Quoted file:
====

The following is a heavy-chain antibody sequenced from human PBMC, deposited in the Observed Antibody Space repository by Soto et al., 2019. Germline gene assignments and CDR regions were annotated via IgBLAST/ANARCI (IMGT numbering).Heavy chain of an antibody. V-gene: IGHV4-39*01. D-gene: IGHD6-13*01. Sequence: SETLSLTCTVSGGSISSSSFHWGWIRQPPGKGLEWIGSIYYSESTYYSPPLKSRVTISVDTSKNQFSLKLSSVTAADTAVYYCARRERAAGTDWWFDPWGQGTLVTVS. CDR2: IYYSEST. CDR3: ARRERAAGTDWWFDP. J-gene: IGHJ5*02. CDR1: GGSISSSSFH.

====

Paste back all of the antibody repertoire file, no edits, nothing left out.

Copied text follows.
The following is a heavy-chain antibody sequenced from human PBMC, deposited in the Observed Antibody Space repository by Soto et al., 2019. Germline gene assignments and CDR regions were annotated via IgBLAST/ANARCI (IMGT numbering).Heavy chain of an antibody. V-gene: IGHV4-39*01. D-gene: IGHD6-13*01. Sequence: SETLSLTCTVSGGSISSSSFHWGWIRQPPGKGLEWIGSIYYSESTYYSPPLKSRVTISVDTSKNQFSLKLSSVTAADTAVYYCARRERAAGTDWWFDPWGQGTLVTVS. CDR2: IYYSEST. CDR3: ARRERAAGTDWWFDP. J-gene: IGHJ5*02. CDR1: GGSISSSSFH.